State Bar Director Spotlight

Brad Weber

Interview by Eric Quitugua

Photo courtesy of Elizabeth Hamilton

Fairfield, Iowa
Position: Partner in Locke Lord in Dallas and Washington, D.C.
Board Member: District 6, Place 1 since 2016

After my freshman year of engineering classes at Iowa State, I decided that a career in law or business might better suit my personality.

I scored well on the LSAT exam, began applying to law schools, and eventually decided to attend the University of Michigan. I went on to complete my undergraduate degree in engineering science at Iowa State, and that math and science background has been very beneficial in my law practice over the past 31 years.

When I first joined Locke Purnell in 1987, the firm included among its partners several great bar leaders, such as Morris Harrell, Harriet Miers, and Frank Stevenson,
who each had either served or would serve as president of both the Dallas Bar Association and the State Bar of Texas. Other DBA presidents in the firm at that time were John Estes, Orrin Harrison, Elizabeth Lang-Miers, and Tim Mountz. The firm’s culture encouraged bar service, and these lawyers (who became my mentors) went out of their way to get me involved in both local and state bar organizations. After working through the ranks, I eventually served as president of the Dallas Association of Young Lawyers in 1998 and president of the Dallas Bar Association in 2015. I also served as a director on the board of the Texas Young Lawyers Association from 1995 to 1999 and as co-chair of the American Bar Association’s Section of Litigation Antitrust Committee from 2008 to 2011.

After serving as president of the Dallas Bar Association in 2015, I was encouraged by two of my partners—Harriet Miers and Frank Stevenson—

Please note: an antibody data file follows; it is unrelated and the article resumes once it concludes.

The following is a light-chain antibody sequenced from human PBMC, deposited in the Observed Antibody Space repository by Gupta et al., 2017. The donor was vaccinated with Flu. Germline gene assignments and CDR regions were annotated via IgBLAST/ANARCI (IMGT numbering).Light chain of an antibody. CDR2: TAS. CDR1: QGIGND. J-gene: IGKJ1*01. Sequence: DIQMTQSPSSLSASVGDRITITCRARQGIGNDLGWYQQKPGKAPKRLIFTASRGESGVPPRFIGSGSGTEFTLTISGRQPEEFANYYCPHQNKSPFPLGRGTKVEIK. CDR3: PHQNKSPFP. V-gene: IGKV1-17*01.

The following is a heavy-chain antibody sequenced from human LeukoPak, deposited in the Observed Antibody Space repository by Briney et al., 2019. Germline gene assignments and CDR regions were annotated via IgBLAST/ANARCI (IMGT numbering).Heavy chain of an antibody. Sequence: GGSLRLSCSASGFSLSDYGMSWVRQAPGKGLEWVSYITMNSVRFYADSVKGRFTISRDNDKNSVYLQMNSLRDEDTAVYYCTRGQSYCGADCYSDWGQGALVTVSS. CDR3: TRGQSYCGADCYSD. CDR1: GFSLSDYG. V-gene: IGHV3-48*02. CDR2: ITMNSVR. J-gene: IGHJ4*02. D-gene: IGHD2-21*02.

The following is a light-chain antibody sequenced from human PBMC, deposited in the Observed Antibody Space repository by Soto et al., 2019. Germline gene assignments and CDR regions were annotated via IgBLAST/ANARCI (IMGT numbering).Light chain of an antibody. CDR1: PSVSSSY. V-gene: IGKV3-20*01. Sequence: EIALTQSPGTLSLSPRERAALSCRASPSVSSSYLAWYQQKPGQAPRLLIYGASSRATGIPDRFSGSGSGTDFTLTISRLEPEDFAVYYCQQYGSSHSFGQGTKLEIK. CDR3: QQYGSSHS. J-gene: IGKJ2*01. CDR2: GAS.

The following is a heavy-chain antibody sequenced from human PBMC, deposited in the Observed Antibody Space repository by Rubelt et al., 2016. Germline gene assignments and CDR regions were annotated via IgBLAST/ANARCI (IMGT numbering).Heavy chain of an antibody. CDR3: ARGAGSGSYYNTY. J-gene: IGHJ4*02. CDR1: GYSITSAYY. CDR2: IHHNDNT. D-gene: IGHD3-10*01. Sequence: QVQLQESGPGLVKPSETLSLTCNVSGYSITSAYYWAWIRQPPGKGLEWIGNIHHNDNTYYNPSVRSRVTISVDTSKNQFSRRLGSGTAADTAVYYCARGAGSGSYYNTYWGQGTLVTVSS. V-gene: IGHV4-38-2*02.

to run for one of the open State Bar Director positions from Dallas. Their encouragement and the examples they provided as past State Bar presidents were some of the primary reasons I decided to become a director.

The experience I obtained from my past bar leadership positions has had an enormous impact on how I now approach my role as a State Bar director.
Having served as a director and/or officer of several local, state, and national bar organizations over the years, I’ve had the opportunity to work with a number of great bar leaders and have tried to emulate their leadership skills that match well with my personality.

During my service as a State Bar director, there have been issues presented to the board that did not have an easy or obvious solution.
Deciding those issues wasn’t really tough, but it did require me to gather information and give thoughtful consideration as to how the decision would impact those affected by it.

Many of my decisions are based on the work, analysis, and research performed by the various committees that consider the issues before the board meeting.
If these committees make strong recommendations, I generally will base my decisions on their guidance. If the members of a committee have differing views on an issue, then I try to consider both sides of the issue with an open mind and vote in favor of the proposal that seems best for our members.

On the day after my term as a State Bar director ends, I will begin my duties as the new chair of the State Bar’s Antitrust and Business Litigation section for the 2019-2020 bar year.
In addition to my work with that section, it’s likely I will continue to stay involved with other sections and committees within the State Bar.TBJ


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